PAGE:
This past couple of weeks I have been in a residency with 3rd graders, 13 classes of 3rd graders, in fact. They are lively and Spring is evident in their energy levels. They are also very engaged in our work together.
I selected a new poem to use in my lesson plan, since I have worked with many of the teachers in previous years. My goal is not just to bring a reading and inference approach to the students that creates enthusiasm and understanding while building sound learning habits but to provide more resources for my host teachers.
I sought a poem that would meet the widest range of diversity with a common experience, a poem that permitted nuance in inference and connection, and that maintained an air of play, as well as strong craft of poetry and challenging language to boost essential vocabulary. My choice this time is “Skating in the Wind,” by Kristin O’Connell George.
In the poem, there is a health ambiguity that leads to very animated discussion among the students around the mystery of the poem. The skater is not identified as an ice skater, or rollerblading, or a standard roller skater. In most classes, we had even decided that it was possible that the skater was a skateboarder. The poem seemed to allow for that last interpretation, particularly since many children refer to skateboarding as skating also.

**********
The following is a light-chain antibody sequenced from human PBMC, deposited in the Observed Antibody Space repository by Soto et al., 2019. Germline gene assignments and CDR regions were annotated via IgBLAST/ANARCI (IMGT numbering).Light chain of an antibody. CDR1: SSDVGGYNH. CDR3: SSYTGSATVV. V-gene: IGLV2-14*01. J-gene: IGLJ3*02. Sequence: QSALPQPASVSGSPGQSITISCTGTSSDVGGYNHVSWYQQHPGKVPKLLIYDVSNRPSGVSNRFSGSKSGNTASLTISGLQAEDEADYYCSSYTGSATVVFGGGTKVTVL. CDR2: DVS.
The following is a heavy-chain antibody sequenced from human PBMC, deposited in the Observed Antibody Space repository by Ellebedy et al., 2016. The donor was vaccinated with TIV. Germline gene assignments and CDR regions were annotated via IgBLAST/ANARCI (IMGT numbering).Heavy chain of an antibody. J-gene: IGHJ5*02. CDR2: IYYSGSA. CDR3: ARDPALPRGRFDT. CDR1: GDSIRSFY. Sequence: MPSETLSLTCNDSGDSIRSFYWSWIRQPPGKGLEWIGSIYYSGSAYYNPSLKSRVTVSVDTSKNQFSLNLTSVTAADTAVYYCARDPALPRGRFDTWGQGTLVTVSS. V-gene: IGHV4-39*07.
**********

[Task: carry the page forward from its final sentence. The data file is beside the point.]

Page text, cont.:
So after a week and a half of teaching the poem, yesterday morning, one boy raises his hand to say he has made an important observation. “Ms. Popoff, I figured out that the skater can’t be skateboarding.” He then cited one crucial line halfway through the poem: “My skates clattered.”
He went on to explain that it could not be a skateboard because a skateboard is one thing and “skates” is a plural word. Again, poet does a happy dance in delight of the student awareness. Not only that, but the student discovered a key piece of evidence that had not really occurred to me yet. He showed me something new in the poem I had not noticed, a nuance that was very significant, while he also pointed out something important to his classmates and reflected his retention of a key component of his knowledge of grammar to his teacher.
We can always learn from our students. I live by the motto “Teach what you want to learn.” This young student helped me see more clearly, as well as his classmates, and then all of the students I will teach in the future when I use this poem. I already did in the remaining classes of the day and will in the six classes left for me to teach this week.
I love this work!
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